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Blocking Spam

 
 
Bill P
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      09-29-2007
Hi
How do you block spam where the subject is four random numbers.
Regards
Bill


 
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Mike Easter
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      09-29-2007
Bill P wrote:

> How do you block spam where the subject is four random numbers.


.... where spam = email spam, not 'usenet' spam.

You need a spamfilter/tagger which uses multiple strategies, the most
important of which is blocklists and the secondary importance is regex
on the header/body. SpamPal is a powerful filter which will work in
conjunction with your current MUA such as OE.

SP acts as a proxy between your mailprovider and your MUA/OE and 'combs'
the headers and body of the mail and subject tags/labels it as spam. OE
is able to read the subject tag and messagerule sort it into the Junk
folder. From Junk it can be submitted to a blocklist such as spamcop's
which provides you with a positive feedback by which your spam
contributes to a blocklist which you can use -- or you can simply
periodically massively delete your spam whenever you decide you want to
visit the Junk folder.

The purpose of Junk rather than autodeleting is to be able to finetune
the filter to be sure that absolutely zero goodmail ever gets into Junk,
at the cost of an occasional spam getting into the Inbox. SP is
extremely configurable, so you can crank it down as tightly as you
like -- it is also very flexible in its whitelisting powers, which is
nice for those whose goodmail is entirely from known senders, in which
case there should be absolutely zero spam in the Inbox.


--
Mike Easter

 
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Blinky the Shark
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      09-29-2007
Bill P wrote:
> Hi How do you block spam where the subject is four random numbers.
> Regards


Using regex, block anything whre the Subject header contains no
alphabetical characters. Oh. Your news client can't do that? Get a
better one.


--
Blinky RLU 297263
Killing all posts from Google Groups
The Usenet Improvement Project - http://improve-usenet.org
 
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Bill P
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      09-30-2007

"Mike Easter" <(E-Mail Removed)> wrote in message
news:(E-Mail Removed)...
> Bill P wrote:
>
>> How do you block spam where the subject is four random numbers.

>
> ... where spam = email spam, not 'usenet' spam.
>
> You need a spamfilter/tagger which uses multiple strategies, the most
> important of which is blocklists and the secondary importance is regex
> on the header/body. SpamPal is a powerful filter which will work in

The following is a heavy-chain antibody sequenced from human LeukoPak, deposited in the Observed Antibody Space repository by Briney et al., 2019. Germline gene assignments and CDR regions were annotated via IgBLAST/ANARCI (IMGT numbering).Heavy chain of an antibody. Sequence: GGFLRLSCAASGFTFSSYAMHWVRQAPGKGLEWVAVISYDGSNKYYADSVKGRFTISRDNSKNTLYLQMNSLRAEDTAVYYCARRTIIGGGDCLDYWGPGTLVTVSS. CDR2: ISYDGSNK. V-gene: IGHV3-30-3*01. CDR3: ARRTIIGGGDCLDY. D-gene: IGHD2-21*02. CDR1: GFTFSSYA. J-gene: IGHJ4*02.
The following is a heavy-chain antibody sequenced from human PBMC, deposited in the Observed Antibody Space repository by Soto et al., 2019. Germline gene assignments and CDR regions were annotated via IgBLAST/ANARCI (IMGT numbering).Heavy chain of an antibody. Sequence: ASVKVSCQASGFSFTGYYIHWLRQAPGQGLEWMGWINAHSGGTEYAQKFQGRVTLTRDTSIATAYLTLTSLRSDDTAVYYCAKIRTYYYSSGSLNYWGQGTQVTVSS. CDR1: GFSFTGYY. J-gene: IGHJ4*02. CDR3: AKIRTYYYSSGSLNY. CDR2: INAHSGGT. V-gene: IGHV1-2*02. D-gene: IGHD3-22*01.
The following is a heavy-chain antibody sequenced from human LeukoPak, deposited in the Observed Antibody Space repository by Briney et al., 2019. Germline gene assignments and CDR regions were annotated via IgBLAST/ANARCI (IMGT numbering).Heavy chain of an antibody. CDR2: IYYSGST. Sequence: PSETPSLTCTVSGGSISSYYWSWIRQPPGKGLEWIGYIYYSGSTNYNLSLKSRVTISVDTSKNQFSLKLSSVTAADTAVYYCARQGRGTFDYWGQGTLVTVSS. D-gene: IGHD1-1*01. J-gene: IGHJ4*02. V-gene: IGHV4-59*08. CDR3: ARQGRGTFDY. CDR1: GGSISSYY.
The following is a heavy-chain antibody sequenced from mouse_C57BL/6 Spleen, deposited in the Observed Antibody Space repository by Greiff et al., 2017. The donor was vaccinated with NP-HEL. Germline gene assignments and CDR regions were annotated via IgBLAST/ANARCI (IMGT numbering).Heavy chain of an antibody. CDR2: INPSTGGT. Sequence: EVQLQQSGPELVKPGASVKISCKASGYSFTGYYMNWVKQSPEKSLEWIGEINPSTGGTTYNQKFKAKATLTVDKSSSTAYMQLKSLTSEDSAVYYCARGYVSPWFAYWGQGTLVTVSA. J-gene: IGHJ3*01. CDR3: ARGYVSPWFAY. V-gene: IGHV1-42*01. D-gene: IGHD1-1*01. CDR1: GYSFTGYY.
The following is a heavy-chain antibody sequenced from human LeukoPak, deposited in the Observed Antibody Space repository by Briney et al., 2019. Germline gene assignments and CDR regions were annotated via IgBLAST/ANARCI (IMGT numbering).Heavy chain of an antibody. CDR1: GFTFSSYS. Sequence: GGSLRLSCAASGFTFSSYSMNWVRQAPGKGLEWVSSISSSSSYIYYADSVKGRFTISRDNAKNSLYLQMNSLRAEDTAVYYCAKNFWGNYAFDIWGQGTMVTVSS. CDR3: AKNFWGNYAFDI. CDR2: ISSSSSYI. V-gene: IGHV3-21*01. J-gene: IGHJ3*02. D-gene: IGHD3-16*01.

> conjunction with your current MUA such as OE.
>
> SP acts as a proxy between your mailprovider and your MUA/OE and 'combs'
> the headers and body of the mail and subject tags/labels it as spam. OE
> is able to read the subject tag and messagerule sort it into the Junk
> folder. From Junk it can be submitted to a blocklist such as spamcop's
> which provides you with a positive feedback by which your spam
> contributes to a blocklist which you can use -- or you can simply
> periodically massively delete your spam whenever you decide you want to
> visit the Junk folder.
>
> The purpose of Junk rather than autodeleting is to be able to finetune
> the filter to be sure that absolutely zero goodmail ever gets into Junk,
> at the cost of an occasional spam getting into the Inbox. SP is
> extremely configurable, so you can crank it down as tightly as you
> like -- it is also very flexible in its whitelisting powers, which is
> nice for those whose goodmail is entirely from known senders, in which
> case there should be absolutely zero spam in the Inbox.
>
>
> --
> Mike Easter
>


Thanks Mike, I'm not sure I understand it all but I'll give it a try.
Regards
Bill


 
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Mike Easter
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      09-30-2007
Bill P wrote:
> "Mike Easter"
>> Bill P wrote:
>>
>>> How do you block spam where the subject is four random numbers.


One point is that you don't 'characterize' a particular spam by just an
'allusion' to the subject. Any particular spam is a 'conglomeration' of
all its header elements and its entire body, of which the
characterization of the subject is but a tiny tiny element of the whole
item's characteristics.

>> You need a spamfilter/tagger which uses multiple strategies, the most
>> important of which is blocklists and the secondary importance is
>> regex on the header/body. SpamPal is a powerful filter which will
>> work in conjunction with your current MUA such as OE.


So, my point about multiple strategies especially IP address is that by
using a spamfilter tagger which considers the entire spam, not just the
extremely weak message rules of your OE, you have a much better
opportunity to properly identity any item, not just a type of subject,
as spam. OE can only consider a few elements such as subject, body, To
or From strings - which makes for weak and ineffective rules, along with
false positives.

> I'm not sure I understand it all but I'll give it a try.


I'll show you an example of what I mean with an illustration of a recent
spam in sightings. I didn't see one with 4 numbers, but this is an
example of 7 numbers

Subject: 4949690

We can't/shouldn't characterize a spam just by its subject. Here's a
link to the whole spam in GG sightings:

http://groups.google.com/group/news....2942093e2c6fab
or http://snipr.com/1rjzr

If I consider that spam, my SpamPal filter would have tagged it, not on